Click here for Everyday by Transform Low Carb Meal Replacement Powder →
You can often even find meal replacement shakes that have protein and carbs and/or fat, which makes it even easier to hit all your macro requirements for the day! I’m kind of partial to our Everyday by Transform Low Carb Meal Replacement Shakes. They make for a great meal replacement when I don’t have time to cook or forget to bring food with me, and they help ensure I’m meeting my daily protein goal.
Simple Facts About Fat
Healthy fats are vital for our brain function, and as women, they’re especially important for our hormones. Healthy fats consist of things like olive oil, coconut oil, avocado, nuts, seeds, and nut butters.
Related: Fast Facts about Fats (and a recipe) →
“But, Heidi,” you ask, “How do I make sure I’m including include all these macronutrients in my meals each day so I’m giving my body the fuel it needs?” I’m so happy you asked! There’s a super simple way you can put together your meals each day in a way that’s balanced and ideal for your body type.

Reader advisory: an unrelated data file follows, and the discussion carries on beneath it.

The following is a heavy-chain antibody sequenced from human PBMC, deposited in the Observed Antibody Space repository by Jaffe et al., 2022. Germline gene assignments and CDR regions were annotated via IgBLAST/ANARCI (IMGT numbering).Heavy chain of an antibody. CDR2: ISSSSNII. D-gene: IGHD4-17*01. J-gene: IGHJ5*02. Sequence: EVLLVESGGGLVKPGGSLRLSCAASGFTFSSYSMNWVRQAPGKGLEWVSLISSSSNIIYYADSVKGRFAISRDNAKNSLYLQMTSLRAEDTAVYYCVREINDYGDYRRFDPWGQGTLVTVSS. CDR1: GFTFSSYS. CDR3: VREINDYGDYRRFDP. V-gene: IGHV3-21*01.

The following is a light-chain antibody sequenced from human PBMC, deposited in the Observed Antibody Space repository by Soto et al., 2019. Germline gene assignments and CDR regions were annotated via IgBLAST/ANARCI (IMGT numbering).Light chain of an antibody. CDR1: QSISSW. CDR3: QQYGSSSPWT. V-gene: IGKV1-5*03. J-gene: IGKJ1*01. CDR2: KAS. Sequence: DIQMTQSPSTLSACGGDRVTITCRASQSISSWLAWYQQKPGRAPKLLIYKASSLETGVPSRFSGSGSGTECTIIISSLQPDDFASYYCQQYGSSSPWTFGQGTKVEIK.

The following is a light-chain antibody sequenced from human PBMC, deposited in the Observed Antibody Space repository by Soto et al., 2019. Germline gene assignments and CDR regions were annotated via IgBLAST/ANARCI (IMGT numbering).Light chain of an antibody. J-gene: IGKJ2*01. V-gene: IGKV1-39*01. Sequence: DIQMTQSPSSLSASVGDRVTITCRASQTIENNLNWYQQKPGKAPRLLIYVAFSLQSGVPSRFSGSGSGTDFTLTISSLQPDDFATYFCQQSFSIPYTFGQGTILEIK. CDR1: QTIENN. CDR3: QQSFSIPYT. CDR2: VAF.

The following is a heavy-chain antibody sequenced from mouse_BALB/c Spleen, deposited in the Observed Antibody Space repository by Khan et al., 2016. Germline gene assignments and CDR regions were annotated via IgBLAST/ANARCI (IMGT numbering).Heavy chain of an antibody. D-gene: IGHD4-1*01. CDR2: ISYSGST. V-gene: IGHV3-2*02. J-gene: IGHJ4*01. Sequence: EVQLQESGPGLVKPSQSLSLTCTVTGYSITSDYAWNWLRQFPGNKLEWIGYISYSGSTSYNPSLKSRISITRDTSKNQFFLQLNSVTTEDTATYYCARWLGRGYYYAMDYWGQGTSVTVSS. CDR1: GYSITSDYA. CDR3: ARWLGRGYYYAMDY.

Simple Guide to Macronutrients
- One serving of protein is going to be about the size of your palm (think deck of cards also)
- One serving of carbohydrates is going to be about the size of your closed fist
- One serving of veggies is going to be about the size of two closed fists
- One serving of fat is going to be about the size of your thumb
Since this graphic reflects carb cycling, anyone can follow this guide to create a simple, healthy meal by including a serving of each macronutrient at every meal: a protein, a carb, a vegetable (the non-root/non-starchy type), and a healthy fat.
Learning how to eat healthy foods doesn’t have to be daunting, and it doesn’t mean you have to eat the exact same foods at every single meal. Having this chart as a guideline opens up endless possibilities for meal combinations that you can make to get you through your day, your week, your month, and your year. See? Totally not scary or overwhelming and completely doable. All you have to do is fill in those macro categories with your favorite foods, and you’re set!
What’s something about nutrition you’ve been struggling with understanding, or a myth you want debunked? Comment below and give me some ideas for upcoming blog content!
How to Lose 10 Pounds If You Hate Vegetables
Meal Prep Tips and Tricks You Need to Know
5 Foods to Avoid That Can Cause Inflammation
How to Drink Water When You Don?t Like the Taste
Grocery Review: How to Choose a Protein Bar
Very articles about health and nutrition. Thanks for sharing with us